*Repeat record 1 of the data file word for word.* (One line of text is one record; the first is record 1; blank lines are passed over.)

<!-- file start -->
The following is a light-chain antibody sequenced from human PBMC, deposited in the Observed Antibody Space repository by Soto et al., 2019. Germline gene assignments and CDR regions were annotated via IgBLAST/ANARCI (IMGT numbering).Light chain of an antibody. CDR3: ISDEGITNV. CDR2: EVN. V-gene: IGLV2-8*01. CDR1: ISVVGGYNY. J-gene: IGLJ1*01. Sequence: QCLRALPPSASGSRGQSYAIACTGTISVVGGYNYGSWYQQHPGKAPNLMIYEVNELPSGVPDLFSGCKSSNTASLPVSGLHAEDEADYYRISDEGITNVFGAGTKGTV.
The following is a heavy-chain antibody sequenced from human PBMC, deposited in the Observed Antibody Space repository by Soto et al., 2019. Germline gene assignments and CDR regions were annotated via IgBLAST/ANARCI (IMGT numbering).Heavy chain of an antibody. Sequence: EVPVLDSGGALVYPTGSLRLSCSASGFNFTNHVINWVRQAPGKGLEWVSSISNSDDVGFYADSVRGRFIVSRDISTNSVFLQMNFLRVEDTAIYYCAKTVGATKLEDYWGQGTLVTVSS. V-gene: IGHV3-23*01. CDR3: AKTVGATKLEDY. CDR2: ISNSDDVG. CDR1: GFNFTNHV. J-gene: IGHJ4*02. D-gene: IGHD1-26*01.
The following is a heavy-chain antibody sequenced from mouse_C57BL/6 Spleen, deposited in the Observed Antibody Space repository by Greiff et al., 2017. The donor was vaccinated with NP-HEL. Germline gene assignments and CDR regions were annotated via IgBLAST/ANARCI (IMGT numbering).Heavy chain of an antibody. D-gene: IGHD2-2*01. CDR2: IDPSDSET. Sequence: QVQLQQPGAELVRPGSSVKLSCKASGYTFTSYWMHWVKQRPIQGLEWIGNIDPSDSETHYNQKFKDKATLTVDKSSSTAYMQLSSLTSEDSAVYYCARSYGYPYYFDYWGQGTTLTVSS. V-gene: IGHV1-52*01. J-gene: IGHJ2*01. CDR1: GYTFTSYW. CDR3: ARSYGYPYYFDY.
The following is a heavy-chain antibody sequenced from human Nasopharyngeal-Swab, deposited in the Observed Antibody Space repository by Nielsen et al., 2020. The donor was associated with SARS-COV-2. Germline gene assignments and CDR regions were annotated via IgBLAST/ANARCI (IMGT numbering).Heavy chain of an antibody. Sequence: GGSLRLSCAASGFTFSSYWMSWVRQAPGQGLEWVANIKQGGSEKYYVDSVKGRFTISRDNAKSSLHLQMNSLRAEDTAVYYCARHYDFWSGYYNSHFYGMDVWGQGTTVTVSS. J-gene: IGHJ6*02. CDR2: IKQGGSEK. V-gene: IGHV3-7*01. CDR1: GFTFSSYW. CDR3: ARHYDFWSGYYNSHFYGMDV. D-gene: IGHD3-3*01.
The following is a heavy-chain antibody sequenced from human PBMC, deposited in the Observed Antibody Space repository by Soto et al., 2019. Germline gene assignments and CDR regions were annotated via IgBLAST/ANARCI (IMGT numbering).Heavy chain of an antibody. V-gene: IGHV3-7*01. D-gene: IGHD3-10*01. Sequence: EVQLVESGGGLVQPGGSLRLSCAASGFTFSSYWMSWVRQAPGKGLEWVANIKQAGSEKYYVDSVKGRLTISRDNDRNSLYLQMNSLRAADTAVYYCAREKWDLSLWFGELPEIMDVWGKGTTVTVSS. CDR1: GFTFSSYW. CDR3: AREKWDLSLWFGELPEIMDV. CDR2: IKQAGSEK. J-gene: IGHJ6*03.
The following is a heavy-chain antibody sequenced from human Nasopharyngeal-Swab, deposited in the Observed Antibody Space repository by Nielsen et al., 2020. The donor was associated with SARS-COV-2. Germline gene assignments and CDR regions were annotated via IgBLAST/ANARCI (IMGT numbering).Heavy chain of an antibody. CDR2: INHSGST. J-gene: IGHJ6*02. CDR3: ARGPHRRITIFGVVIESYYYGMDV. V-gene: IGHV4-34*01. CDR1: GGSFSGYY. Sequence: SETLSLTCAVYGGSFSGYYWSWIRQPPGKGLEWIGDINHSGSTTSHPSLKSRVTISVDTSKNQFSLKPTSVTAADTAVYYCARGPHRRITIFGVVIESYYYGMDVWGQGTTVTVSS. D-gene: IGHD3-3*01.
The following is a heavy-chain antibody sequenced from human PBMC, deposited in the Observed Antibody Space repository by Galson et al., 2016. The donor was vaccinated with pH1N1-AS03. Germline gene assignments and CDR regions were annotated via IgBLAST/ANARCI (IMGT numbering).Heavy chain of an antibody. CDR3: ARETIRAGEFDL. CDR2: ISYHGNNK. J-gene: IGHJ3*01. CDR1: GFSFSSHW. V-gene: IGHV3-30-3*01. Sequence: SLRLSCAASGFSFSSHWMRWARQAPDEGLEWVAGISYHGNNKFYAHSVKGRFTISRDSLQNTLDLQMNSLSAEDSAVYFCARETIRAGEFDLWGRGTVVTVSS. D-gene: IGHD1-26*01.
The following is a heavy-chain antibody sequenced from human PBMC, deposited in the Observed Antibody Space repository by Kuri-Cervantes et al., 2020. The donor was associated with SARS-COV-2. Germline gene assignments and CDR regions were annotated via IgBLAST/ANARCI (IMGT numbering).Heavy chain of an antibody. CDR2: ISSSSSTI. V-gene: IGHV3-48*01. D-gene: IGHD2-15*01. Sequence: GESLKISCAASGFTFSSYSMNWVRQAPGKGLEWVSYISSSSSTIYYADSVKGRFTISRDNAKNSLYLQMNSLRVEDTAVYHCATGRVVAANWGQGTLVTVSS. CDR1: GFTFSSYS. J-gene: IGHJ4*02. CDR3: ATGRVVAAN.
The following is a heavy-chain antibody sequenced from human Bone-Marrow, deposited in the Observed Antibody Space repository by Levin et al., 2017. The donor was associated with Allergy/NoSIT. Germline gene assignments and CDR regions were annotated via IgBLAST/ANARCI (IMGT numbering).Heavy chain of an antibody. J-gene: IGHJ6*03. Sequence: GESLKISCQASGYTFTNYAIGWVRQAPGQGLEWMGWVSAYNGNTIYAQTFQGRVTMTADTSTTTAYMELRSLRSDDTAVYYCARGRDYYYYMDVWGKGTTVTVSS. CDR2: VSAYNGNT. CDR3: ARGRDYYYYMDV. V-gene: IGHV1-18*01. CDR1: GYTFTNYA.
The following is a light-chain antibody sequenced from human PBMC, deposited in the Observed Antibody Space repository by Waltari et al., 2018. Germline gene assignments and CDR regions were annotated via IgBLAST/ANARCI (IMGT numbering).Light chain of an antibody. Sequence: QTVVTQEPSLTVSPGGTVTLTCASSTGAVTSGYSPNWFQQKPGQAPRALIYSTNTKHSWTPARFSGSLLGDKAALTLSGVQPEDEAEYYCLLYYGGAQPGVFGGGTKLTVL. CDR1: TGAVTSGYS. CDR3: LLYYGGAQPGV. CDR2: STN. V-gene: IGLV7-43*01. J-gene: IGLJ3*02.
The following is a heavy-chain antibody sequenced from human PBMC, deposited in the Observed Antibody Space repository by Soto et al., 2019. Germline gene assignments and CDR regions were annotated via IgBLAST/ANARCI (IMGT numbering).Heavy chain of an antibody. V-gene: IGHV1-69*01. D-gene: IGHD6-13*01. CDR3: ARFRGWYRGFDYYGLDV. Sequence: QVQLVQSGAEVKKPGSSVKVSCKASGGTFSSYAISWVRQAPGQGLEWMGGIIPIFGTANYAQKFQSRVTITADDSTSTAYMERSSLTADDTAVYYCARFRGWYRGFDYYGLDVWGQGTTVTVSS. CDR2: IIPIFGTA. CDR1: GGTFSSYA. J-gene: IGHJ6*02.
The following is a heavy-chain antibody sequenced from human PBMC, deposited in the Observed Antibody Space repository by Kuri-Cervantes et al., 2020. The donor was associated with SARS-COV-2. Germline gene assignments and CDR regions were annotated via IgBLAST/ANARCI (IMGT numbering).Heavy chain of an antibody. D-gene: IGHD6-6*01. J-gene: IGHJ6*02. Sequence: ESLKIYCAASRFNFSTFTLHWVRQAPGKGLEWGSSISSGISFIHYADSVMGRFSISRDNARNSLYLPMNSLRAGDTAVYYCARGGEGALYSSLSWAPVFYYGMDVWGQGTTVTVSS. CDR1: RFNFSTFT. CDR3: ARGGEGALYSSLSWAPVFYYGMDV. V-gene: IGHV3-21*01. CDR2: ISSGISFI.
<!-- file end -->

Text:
The following is a light-chain antibody sequenced from human PBMC, deposited in the Observed Antibody Space repository by Soto et al., 2019. Germline gene assignments and CDR regions were annotated via IgBLAST/ANARCI (IMGT numbering).Light chain of an antibody. CDR3: ISDEGITNV. CDR2: EVN. V-gene: IGLV2-8*01. CDR1: ISVVGGYNY. J-gene: IGLJ1*01. Sequence: QCLRALPPSASGSRGQSYAIACTGTISVVGGYNYGSWYQQHPGKAPNLMIYEVNELPSGVPDLFSGCKSSNTASLPVSGLHAEDEADYYRISDEGITNVFGAGTKGTV.